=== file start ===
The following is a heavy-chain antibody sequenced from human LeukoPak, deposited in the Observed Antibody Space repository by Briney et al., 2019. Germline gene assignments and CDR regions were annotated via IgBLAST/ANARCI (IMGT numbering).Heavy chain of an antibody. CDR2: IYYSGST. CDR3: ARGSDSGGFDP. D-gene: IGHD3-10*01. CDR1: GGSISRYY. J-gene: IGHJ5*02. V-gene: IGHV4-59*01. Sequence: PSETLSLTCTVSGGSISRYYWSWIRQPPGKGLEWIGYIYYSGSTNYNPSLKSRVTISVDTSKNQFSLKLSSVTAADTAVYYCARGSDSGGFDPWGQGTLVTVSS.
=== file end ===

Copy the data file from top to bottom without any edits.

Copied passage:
The following is a heavy-chain antibody sequenced from human LeukoPak, deposited in the Observed Antibody Space repository by Briney et al., 2019. Germline gene assignments and CDR regions were annotated via IgBLAST/ANARCI (IMGT numbering).Heavy chain of an antibody. CDR2: IYYSGST. CDR3: ARGSDSGGFDP. D-gene: IGHD3-10*01. CDR1: GGSISRYY. J-gene: IGHJ5*02. V-gene: IGHV4-59*01. Sequence: PSETLSLTCTVSGGSISRYYWSWIRQPPGKGLEWIGYIYYSGSTNYNPSLKSRVTISVDTSKNQFSLKLSSVTAADTAVYYCARGSDSGGFDPWGQGTLVTVSS.